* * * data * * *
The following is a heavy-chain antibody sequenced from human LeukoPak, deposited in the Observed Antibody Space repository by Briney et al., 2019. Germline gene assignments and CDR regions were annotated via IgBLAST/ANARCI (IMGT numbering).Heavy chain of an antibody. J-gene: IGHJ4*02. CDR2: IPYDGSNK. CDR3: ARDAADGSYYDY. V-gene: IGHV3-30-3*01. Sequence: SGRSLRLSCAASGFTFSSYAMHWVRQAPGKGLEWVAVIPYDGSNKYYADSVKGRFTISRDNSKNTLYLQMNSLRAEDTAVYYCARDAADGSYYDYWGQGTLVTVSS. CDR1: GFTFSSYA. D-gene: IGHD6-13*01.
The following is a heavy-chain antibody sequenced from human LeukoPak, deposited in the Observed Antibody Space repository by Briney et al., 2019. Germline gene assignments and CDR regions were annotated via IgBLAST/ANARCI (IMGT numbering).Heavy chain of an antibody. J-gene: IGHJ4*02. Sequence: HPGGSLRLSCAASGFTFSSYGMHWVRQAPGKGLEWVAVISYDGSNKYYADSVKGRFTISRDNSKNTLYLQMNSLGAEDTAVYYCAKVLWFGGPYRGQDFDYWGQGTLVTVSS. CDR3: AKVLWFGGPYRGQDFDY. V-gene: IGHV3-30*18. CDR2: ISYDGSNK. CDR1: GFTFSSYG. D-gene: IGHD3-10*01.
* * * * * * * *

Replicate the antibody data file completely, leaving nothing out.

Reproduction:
The following is a heavy-chain antibody sequenced from human LeukoPak, deposited in the Observed Antibody Space repository by Briney et al., 2019. Germline gene assignments and CDR regions were annotated via IgBLAST/ANARCI (IMGT numbering).Heavy chain of an antibody. J-gene: IGHJ4*02. CDR2: IPYDGSNK. CDR3: ARDAADGSYYDY. V-gene: IGHV3-30-3*01. Sequence: SGRSLRLSCAASGFTFSSYAMHWVRQAPGKGLEWVAVIPYDGSNKYYADSVKGRFTISRDNSKNTLYLQMNSLRAEDTAVYYCARDAADGSYYDYWGQGTLVTVSS. CDR1: GFTFSSYA. D-gene: IGHD6-13*01.
The following is a heavy-chain antibody sequenced from human LeukoPak, deposited in the Observed Antibody Space repository by Briney et al., 2019. Germline gene assignments and CDR regions were annotated via IgBLAST/ANARCI (IMGT numbering).Heavy chain of an antibody. J-gene: IGHJ4*02. Sequence: HPGGSLRLSCAASGFTFSSYGMHWVRQAPGKGLEWVAVISYDGSNKYYADSVKGRFTISRDNSKNTLYLQMNSLGAEDTAVYYCAKVLWFGGPYRGQDFDYWGQGTLVTVSS. CDR3: AKVLWFGGPYRGQDFDY. V-gene: IGHV3-30*18. CDR2: ISYDGSNK. CDR1: GFTFSSYG. D-gene: IGHD3-10*01.